It is of course worth mentioning here that there are situations where partners (both male and female) are abusive and where shared parenting is genuinely not an option. However, to avoid the potential damage that ensues from parental alienation, where one parent denies the other the right to see the children, we must address these issues. In most situations, both parents are equally capable of parenting, even if not to the exact standards of the other parent… But as Johnsson expresses in her blogs, podcast appearances and books, instances of one parent being incapable are not as often as some mothers would have you believe. Often, minor discrepancies are cited as reasons, like ‘he can’t even do the washing up properly, how will he get three kids to school on time!’. When we look at these, they’re really subtle power plays and more about the feelings of the parent than the wellbeing of the child. In my case, even the tricky logistics of a co-parenting dad who works full time have been solved, and not by my sacrificing my working or free time, either.
There is a cultural shift required in order for our individual divorces to transform, and at the same time it’s true to say that in order to make a cultural shift happen, we need to transform the landscapes of our individual lives. My ex-husband’s workplace, for instance, calls itself a ‘life friendly employer’, but often these policies rely on someone in the employee’s life shouldering all the actual burdens of the ‘life’ they claim to be ‘friendly’ to. As a self employed person, I needed to take a stand to ensure my own employment was ‘life friendly’, as well as equal and fair.
So, for the second part of this blog, I’d like to speak to the issues that under-pin how this turns up for separating couples. Firstly, the idea that any amount of money can replace the presence of a parent, is a fundamentally flawed idea. There is no monetary value that can be ascribed to the physical presence, emotional support, selflessness and care-taking that is the role of parenting. To go full ‘feminist’ on this issue for a moment, the very idea that there could be points at the fundamental lack of respect there is societally for the work unpaid that is done worldwide by (primarily) women. Why am I being apologetic for being feminist about this? Because that is not a popular stance. We’re actually supposed to put up and shut up. Not voice our dissent. That the ‘welfare of the children’ I so often cited as of primary importance, and yet child maintenance is either a pittance, paid late, partially or not at all… well, as they say- put your money where your mouth is. There is often the question arising of what ‘she’ uses the money for… as if feeding, clothing, bathing, transporting, entertaining, educating and all the other activities of a parent don’t add up to more than a few hundred pounds a month (they do, and more). But beyond that, and if you’re still with me… that doesn’t mean the paying parent is necessarily able to pay. So what then? Apparently, 90 % of single parents are women. So where are all the fathers? There are those that pay. Those that pay more than they ‘should’ (yes, they do exist!), those that default and those that don’t declare their real earnings.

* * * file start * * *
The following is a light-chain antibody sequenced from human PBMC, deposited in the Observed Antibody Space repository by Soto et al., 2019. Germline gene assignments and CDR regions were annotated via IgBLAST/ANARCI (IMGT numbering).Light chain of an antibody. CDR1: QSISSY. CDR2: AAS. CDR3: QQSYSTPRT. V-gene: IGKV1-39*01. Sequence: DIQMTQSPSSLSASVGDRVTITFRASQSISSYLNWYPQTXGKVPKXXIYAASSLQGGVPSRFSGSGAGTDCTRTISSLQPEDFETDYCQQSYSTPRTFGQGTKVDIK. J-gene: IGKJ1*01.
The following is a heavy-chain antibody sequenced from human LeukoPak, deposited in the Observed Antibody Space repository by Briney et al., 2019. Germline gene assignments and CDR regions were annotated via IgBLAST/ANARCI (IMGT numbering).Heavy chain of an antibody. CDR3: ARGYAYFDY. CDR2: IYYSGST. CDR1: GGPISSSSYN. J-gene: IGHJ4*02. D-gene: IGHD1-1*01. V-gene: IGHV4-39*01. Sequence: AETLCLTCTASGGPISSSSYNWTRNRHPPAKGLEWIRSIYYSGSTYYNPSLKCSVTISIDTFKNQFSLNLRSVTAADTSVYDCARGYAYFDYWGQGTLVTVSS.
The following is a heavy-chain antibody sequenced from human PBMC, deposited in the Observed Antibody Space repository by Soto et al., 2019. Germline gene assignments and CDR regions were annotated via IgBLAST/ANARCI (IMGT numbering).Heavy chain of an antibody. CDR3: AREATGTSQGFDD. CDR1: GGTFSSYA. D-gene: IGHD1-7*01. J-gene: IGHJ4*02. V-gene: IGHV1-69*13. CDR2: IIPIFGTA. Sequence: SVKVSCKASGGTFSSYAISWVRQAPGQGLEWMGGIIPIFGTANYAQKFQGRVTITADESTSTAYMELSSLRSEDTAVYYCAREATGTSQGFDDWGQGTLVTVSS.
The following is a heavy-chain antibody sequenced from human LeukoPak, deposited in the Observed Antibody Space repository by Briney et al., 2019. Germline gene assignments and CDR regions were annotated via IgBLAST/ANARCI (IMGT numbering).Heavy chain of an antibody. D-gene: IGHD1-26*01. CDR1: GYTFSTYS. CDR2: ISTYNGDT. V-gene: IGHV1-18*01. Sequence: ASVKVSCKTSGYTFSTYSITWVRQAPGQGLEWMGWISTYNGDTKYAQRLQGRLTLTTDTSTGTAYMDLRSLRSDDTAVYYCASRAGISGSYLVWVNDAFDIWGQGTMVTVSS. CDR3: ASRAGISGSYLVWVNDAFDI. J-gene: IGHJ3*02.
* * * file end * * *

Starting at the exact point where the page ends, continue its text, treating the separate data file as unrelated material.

Don’t get me wrong, I’m fairly sure my ex-husband could afford the money he was giving me, but I do wonder whether he would have so happily taken the kids on days out, treated them to toys, and ultimately, whether we would have been able to build the fair, co-operative relationship we now have, if he’d have been handing over that money. There are, of course, also parents who struggle to pay child maintenance. I’ve worked with some of these while I was assisting veterans. I’ve also worked with women plunged into debt and financial insecurity because of inconsistent or absent payments from equally absent ‘fathers’. Let’s be clear, that doesn’t work for anyone. It’s no coincidence that separated parents is one of the ‘adverse childhood experiences’ that affect outcomes in adult life. It’s been my mission to mitigate that risk in my own children’s lives as much as possible, and I consider my mental, physical AND financial wellbeing to be a key part of that.
Honestly, there’s so much more to say about how the current system traps people in poverty, and I could write a whole article on that too, and maybe I will… But for now, I wonder if this has got you thinking about what that child maintenance is really worth, and whether true equality might be within reach.
Claire Standen - NLP Mind Coach